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Lai meets with 1st U.S. congressional delegation since inauguration

05/27/2024 04:15 PM
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President Lai Ching-te (standing) addresses a visiting delegation led by Michael McCaul (second left), chair of the U.S. House Foreign Affairs Committee, in the Presidential Office in Taipei Monday. CNA photo May 27, 2024
President Lai Ching-te (standing) addresses a visiting delegation led by Michael McCaul (second left), chair of the U.S. House Foreign Affairs Committee, in the Presidential Office in Taipei Monday. CNA photo May 27, 2024

Taipei, May 27 (CNA) The first United States congressional delegation to visit Taiwan following the inauguration of President Lai Ching-te (賴清德) reiterated Washington's long-term support for Taiwan on Monday, stressing that the U.S. will continue to be Taiwan's "reliable partner."

During a meeting with Lai at the Presidential Office, Michael McCaul, chair of the House Foreign Affairs Committee who is leading a six-member bipartisan delegation to Taiwan, said the group was appointed by House Speaker Mike Johnson to convey congratulations to Lai on his inauguration.

The Republican said that following Lai's inauguration last Monday, China held a round of military exercises in response.

"The forces of China conducted intimidating military exercises, sending 110 aircraft and 46 warships, demonstrating they are not interested in taking Taiwan by peaceful means," he said.

He called on all democracies to "stand together against aggression and tyranny," whether the tyranny is Russian President Vladimir Putin or Chinese President Xi Jinping (習近平).

The lawmaker cited the Taiwan Relations Act (TRA), which has served as a cornerstone guiding unofficial U.S-Taiwan relations since ending diplomatic relations in 1979, which requires Washington to provide weapons systems of a defensive nature to help Taiwan's self-defense.

"We must make sure that no one in their right mind will try to upset the peace in which you have thrived. America is and always will be your reliable partner and no amount of coercion or intimidation will slow down or stop the routine visits by the Congress to Taiwan," he added.

President Lai Ching-te (front, right) and Michael McCaul (left), chair of the U.S. House Foreign Affairs Committee. CNA photo May 27, 2024
President Lai Ching-te (front, right) and Michael McCaul (left), chair of the U.S. House Foreign Affairs Committee. CNA photo May 27, 2024
Michael McCaul, chair of the U.S. House Foreign Affairs Committee. CNA photo May 27, 2024
Michael McCaul, chair of the U.S. House Foreign Affairs Committee. CNA photo May 27, 2024

Meanwhile, President Lai expressed gratitude to McCaul, his delegation and the U.S. Congress as a whole for their long-term support of Taiwan.

The president said his new government will continue to deepen cooperation with the U.S. and other like-minded countries to jointly maintain regional peace, stability and prosperous development.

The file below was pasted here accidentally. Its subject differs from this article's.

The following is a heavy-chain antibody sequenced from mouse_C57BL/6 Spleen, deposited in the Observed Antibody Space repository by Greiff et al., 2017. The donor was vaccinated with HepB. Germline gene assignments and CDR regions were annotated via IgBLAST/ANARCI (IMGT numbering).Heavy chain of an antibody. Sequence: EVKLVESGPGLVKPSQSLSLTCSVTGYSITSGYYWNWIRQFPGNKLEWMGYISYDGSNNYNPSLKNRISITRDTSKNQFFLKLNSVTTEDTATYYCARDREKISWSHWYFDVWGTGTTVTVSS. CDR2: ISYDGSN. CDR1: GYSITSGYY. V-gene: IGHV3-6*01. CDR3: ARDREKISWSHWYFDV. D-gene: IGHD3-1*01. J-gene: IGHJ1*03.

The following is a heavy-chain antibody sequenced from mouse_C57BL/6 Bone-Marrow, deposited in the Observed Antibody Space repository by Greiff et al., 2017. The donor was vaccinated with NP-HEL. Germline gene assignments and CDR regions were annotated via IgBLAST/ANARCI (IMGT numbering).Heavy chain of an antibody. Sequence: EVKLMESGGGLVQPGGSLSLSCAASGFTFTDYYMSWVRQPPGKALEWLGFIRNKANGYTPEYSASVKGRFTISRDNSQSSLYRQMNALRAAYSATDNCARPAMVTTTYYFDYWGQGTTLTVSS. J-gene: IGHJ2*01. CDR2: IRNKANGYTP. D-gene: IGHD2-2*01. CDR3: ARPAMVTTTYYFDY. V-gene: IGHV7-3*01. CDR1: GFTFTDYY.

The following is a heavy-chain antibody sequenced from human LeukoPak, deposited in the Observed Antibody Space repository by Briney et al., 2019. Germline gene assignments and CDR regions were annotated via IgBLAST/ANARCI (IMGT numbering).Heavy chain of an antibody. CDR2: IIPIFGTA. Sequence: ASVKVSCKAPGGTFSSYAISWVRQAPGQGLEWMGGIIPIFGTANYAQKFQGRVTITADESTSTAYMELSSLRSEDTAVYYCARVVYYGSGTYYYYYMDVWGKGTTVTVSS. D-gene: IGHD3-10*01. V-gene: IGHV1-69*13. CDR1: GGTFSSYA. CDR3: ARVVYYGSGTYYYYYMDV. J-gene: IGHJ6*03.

Lai also said he is an admirer of late U.S. President Ronald Reagan's "peace through strength" concept.

"Moving forward, my administration will continue to enhance national defense, showing the world the determination of Taiwan's people's to defend their home," he added.

At a Monday noon press event, McCaul said his group is here "to celebrate a victory for democracy, and we stand in bipartisan unity in support of that freedom and democracy."

When asked about the current backlog of weapons orders, McCaul said the roughly US$20 billion in delayed Taiwan arms orders from the U.S. is mostly due to defense industrial base related issues.

The just-concluded Chinese drills encircling Taiwan following Lai's May 20 inauguration again reminded the world of the "very dangerous situation" across the Taiwan Strait, he noted.

"And that's why deterrence is so important. I know every member [congresspersons] here will take that message [of speeding up their country's delivery of military weapons to Taiwan] back," he said.

Before the backlog issue is solved, McCaul said President Joe Biden over the past months has signed grant and Foreign Military Financing loans to Taiwan worth US$4 billion as a sign of support.

As to what kind of weapons Taiwan needs most from the U.S. to boost its defense, McCaul said maritime assets are more important than land-based ones to prevent People's Liberation Army (PLA) troops from landing in Taiwan.

McCaul's delegation, which arrived in Taiwan late Sunday, also includes Republicans Young Kim, Joe Wilson, and Andy Barr, and Democrats Jimmy Panetta and Chrissy Houlahan.

Foreign Minister Lin Chia-lung (right) and Michael McCaul, chair of the U.S. House Foreign Affairs Committee. CNA photo May 27, 2024
Foreign Minister Lin Chia-lung (right) and Michael McCaul, chair of the U.S. House Foreign Affairs Committee. CNA photo May 27, 2024

In addition to meeting Lai and attending a banquet hosted by Foreign Minister Lin Chia-lung (林佳龍) during their five-day visit to Taiwan, the delegation will also meet Vice President Hsiao Bi-khim (蕭美琴), and other members of Lai's new foreign affairs and national security team to exchanges views on issues of mutual concern, regional security and Taiwan-U.S. relations, according to the Ministry of Foreign Affairs.

The PLA's latest joint military drills were held Thursday and Friday in areas around Taiwan, three days after Lai's inauguration.

Beijing has expressed dissatisfaction over Lai's inauguration address, which it claimed promoted Taiwan independence.

(By Joseph Yeh)

Enditem/AW

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